I came across some cool tips for use inside VS.Net.
1. A Cool feature of VS.NET is its ability to launch multiple projects and have a debugger attached to them. If I have an application which is using .NET Remoting, so I have a remoting host, which is an exe, I have a client who’s is going to launch remote objects. Also I’m going to have them in separate exes. I can normally run only 1 Exe at a time within the same solution. And so typically what I have to do is after I launch the client I have to go to the host and explicitly start the host to get the second exe I need to work with and then the two are actually going to be talking with each other.
Now this is kind of tedious. What I can do instead is I could go to the solution properties, select multiple startup projects and select the projects I want to start, in which case I want to start the host and I want to start the client. I can even change the order in which the client or the host are going to be started. Now when I click okay if I click the go button VS.NET is going to launch the two exes and it’s going to attach itself to them so I’m going to have the same debug session for both exes. Very handy and useful when dealing with multiple exes.
2. If I try to compile a new project and deliberately add some compilation errors to i. After trying to build, If I look at the task list I'm going to see that the errors of compilation is being added as a task for me to fix. I can also explicitly go and add a task in my task list. Now you can also do // and type to do. And it turns out that to do is a recognized token by VS.NET and the moment you say to do it would add that line to the task list. And you can actually your own constants and your own token to the task list. If you go to tools, options, task list you can add your own custom Task List. Having your own custom task list will be helpful when you’re looking for other things to do in your project you don’t have to literally do a search in all files and look for to dos. Just look at the task list, it will show you all the things you need to do.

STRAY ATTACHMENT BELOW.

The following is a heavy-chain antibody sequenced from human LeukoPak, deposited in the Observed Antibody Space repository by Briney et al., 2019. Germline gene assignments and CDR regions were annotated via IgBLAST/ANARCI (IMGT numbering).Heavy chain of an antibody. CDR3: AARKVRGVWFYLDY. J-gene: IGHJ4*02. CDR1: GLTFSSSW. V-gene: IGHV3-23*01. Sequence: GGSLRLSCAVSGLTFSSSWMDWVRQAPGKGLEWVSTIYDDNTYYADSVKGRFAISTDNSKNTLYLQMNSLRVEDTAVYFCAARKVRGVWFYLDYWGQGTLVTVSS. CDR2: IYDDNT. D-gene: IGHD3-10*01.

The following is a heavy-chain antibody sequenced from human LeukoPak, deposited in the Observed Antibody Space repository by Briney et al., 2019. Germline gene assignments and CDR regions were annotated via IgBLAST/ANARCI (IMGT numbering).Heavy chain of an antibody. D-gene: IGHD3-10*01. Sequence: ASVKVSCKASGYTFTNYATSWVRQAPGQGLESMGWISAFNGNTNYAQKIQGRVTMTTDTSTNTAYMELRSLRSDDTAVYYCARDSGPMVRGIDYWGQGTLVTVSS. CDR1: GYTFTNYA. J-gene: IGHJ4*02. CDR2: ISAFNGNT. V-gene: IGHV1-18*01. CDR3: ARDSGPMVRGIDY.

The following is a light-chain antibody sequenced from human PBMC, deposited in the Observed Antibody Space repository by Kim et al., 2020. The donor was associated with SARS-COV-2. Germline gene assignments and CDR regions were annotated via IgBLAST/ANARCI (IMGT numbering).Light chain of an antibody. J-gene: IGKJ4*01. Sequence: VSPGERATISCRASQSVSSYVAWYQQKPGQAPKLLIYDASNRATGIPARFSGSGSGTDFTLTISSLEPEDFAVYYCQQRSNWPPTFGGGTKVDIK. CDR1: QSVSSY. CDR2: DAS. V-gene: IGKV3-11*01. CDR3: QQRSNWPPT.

3. In C# only there’s something called pre and post build action. This allows you to run a command line before and after a build. I want to do some pre and post-build action in that class library. So if I go to the project properties I have build Events. This command line, the pre-build defense is going to be executed before the build starts. A typical thing to do in the prebuild is to do a clean build, meaning remove all bin folders. A post-build allows you to run something after the build. A typical thing you want to do is you’re going to maybe install this class library in the GAC on every build.
I read these tips from an MSDN article by Jual Lowy the Great(yup ... a Software Legend too). I found it very useful.